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New park, same traditions

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Patrons of the Music in the Mountains concert series test out the new Len Hill Park turf during it’s inaugural show on the new park lawn. PHOTO BY BELLA BUTLER

Music in the Mountains returns home to the new Len Hill Park

By Mira Brody EBS STAFF

BIG SKY – Blankets and chairs lay a patchwork across the new lawn at the Len Hill Park in Big Sky Town Center on the Thursday night of July 15 for Music in the Mountains. Sneaky Pete and the Secret Weapons, the Jackson-based funk rock band, warmed the audience under hazy skies. The free concert series, put on by the Arts Council of Big Sky, is nothing new, being in its 13th year, but the setting recently got a facelift.

“This is the first band we’re having in our newly-created green space here, so we’re super excited to have them back in Big Sky,” said the Arts Council’s Executive Director, Brian Hurlbut. “Let’s give it up for—all the way from Jackson Hole, Wyoming—Sneaky Pete and the Secret Weapons.”

It wasn’t long before dancers were testing out the new graveled area in front of the stage and families were arriving with baskets of food, libations and a hunger for live music. As the sun set, the crowd grew, grabbing food from one of the many curbside food trucks and rejoining their friends and family on the lawn.

Len Hill Park was procured by the Big Sky Community Organization in 2018 with the financial support of the Len Hill Charitable Trust, for which it is named, and in-kind support of the Simkins family and 15 additional donors. Len Hill cared deeply for Big Sky, says Whitney Montgomery, CEO of BSCO, learned that the space was slated for condominiums and felt that it was worth saving. This passion, alongside the collaboration that organizations like BSCO witness in their day-to-day work to preserve the area’s gems are what sets Big Sky apart from other communities.

The 3.3 acre park is a bit snugger than the previous venue, that didn’t seem to stop dancers and spectators of all ages at its inaugural concert. In fact, it almost made things more intimate, with patrons waving hello at neighbors upon returning to their blanket, and drawing Town Center-goers to the revelry from across the street. According to Montgomery, once the hockey rink is completed, additional space will open up for more food trucks and lawn chairs.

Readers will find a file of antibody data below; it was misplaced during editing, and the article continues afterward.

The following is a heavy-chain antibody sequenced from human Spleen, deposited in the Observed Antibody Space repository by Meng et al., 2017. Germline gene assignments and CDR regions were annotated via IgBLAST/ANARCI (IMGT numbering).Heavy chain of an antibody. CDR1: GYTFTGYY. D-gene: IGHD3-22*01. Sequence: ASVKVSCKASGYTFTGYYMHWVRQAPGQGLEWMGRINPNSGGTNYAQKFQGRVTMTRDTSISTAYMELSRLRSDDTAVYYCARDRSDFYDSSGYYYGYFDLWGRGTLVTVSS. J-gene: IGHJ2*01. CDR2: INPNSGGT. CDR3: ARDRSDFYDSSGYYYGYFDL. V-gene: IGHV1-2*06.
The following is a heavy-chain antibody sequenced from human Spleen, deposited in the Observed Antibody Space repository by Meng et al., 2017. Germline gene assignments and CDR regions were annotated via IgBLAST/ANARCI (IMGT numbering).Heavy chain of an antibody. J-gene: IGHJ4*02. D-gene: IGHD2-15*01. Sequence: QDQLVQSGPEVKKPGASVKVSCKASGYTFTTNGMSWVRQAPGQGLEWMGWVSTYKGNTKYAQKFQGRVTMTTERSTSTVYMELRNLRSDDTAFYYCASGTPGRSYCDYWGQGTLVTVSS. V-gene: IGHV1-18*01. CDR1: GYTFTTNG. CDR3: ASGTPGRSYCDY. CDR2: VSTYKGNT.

Montgomery mentioned one of the park’s key features for premium music-watching—the hill that they built up along the back flank to provide better viewpoints during the concert.

At the show, Hurlbut thanked the concert series’ sponsors: Big Sky Resort, Bozeman Health, the Yellowstone Club Community Foundation and Big Sky Resort Area Tax District, and noted that the week of Aug. 5, Bozeman Health would have their mobile screening bus and COVID-19 vaccines available to attendees. Hurlbut thanked BSCO and spoke with excitement of the forthcoming BASE Community Center, in which the Arts Council will soon have new offices as well as a classroom for their art programs.

“The parks and trails are a huge part of the DNA of this town and with the pressures that are growing … the protection of green space, parks and trails – it’s immediate upon us to move quickly,” said Montgomery. “I think many of the townspeople and also I think many of the developers in town appreciate the need to preserve the green space and the need for the trails to grow.”

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